Casablanca: And finally, I finished the screenplay for "Casablanca," which I'm shooting tomorrow and Sunday. It's gonna be simply fantastic. I don't mean in terms of how good the film is actually going to turn out to be, because the film is actually going to be terrible. Instead, I mean that it's gonna be simply fantastic to shoot: I've written in dance sequences and fight sequences and science-fiction sequences and comedy sequences and a lot of lightsaber action. It's going to be one of the craziest days in the history of filmmaking. And at the end it's going to be awful.

Because, you see, the script is entirely too smart. I don't mean "smart" as in "intelligent," I mean "smart" as in "you need to know loads of useless trivia to understand this film." I references all sorts of obscure films: Robert Altman's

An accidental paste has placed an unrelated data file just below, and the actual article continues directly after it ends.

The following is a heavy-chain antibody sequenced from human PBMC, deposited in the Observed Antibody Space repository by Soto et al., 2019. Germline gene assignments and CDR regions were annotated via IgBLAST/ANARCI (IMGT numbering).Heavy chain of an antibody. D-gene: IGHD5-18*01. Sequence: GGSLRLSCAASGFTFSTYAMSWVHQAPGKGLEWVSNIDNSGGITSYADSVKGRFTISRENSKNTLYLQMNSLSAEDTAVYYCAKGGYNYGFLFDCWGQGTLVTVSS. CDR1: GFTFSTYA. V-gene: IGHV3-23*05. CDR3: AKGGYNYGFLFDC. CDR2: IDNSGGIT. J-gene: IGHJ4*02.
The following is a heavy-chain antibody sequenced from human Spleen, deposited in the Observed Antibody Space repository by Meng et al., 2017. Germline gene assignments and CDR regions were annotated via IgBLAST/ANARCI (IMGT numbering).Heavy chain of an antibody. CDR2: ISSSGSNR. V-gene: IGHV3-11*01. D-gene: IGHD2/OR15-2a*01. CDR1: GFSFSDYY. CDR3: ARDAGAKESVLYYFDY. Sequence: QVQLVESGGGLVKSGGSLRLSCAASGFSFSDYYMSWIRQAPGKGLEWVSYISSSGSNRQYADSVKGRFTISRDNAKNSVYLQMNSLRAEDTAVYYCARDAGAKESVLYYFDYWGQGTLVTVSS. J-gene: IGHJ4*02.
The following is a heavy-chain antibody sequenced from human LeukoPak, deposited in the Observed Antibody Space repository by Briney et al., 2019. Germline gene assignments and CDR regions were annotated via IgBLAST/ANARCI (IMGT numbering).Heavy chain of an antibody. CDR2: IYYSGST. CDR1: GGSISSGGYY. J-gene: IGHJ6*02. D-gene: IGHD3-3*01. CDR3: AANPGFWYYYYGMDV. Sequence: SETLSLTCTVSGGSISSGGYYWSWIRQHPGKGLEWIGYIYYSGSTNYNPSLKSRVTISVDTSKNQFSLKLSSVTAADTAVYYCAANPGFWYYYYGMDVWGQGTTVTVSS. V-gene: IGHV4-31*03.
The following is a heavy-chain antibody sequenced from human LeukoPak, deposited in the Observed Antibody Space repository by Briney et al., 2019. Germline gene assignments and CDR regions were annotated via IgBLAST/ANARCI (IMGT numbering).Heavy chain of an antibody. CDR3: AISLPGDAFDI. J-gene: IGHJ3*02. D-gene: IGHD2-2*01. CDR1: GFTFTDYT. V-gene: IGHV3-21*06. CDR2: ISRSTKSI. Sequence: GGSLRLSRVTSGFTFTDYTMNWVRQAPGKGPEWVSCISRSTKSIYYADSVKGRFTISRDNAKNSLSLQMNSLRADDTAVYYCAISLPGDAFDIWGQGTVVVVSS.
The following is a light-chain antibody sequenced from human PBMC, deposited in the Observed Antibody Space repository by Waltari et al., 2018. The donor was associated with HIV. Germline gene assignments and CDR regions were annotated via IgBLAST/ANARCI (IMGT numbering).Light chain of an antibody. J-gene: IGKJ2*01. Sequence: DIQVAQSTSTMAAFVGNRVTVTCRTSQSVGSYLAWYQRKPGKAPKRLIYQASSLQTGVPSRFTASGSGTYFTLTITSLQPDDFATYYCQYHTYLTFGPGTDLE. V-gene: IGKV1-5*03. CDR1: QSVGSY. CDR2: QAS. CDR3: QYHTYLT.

3 Women, Oliver Stone's JFK and Alexander, Robert Rodriguez's El Mariachi, and Ang Lee's Brokeback Mountain, which hasn't even been released yet. In fact, I've never actually seen any of those movies. I'm telling jokes that even I don't understand. It's ridiculous. It even references things like the films of John Woo, William Shatner's short-lived directing career, and every Michael Bay movie ever made. It's wildly over the top. No one is gonna understand a word.

I'm looking forward to it. I hope you are, too.

Saturday, October 08, 2005

Freeze Frame

Directed by Jeremy White and Jim Wilder, and shot by cinematographer Ben Wyman, "Freeze Frame" is a film on life, death, and control. It follows a mysterious young man (Jeremy White), determined to change his past.

troubles? watch it on vMix.